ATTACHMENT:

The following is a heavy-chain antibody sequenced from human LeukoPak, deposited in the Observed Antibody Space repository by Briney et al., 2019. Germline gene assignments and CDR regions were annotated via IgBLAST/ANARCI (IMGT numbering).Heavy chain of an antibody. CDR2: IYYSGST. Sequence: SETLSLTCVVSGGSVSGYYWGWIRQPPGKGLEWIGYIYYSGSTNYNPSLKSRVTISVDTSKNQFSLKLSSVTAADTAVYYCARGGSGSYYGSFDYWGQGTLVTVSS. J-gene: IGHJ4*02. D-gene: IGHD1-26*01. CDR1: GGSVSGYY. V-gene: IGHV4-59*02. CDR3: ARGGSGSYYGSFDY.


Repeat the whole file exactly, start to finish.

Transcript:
The following is a heavy-chain antibody sequenced from human LeukoPak, deposited in the Observed Antibody Space repository by Briney et al., 2019. Germline gene assignments and CDR regions were annotated via IgBLAST/ANARCI (IMGT numbering).Heavy chain of an antibody. CDR2: IYYSGST. Sequence: SETLSLTCVVSGGSVSGYYWGWIRQPPGKGLEWIGYIYYSGSTNYNPSLKSRVTISVDTSKNQFSLKLSSVTAADTAVYYCARGGSGSYYGSFDYWGQGTLVTVSS. J-gene: IGHJ4*02. D-gene: IGHD1-26*01. CDR1: GGSVSGYY. V-gene: IGHV4-59*02. CDR3: ARGGSGSYYGSFDY.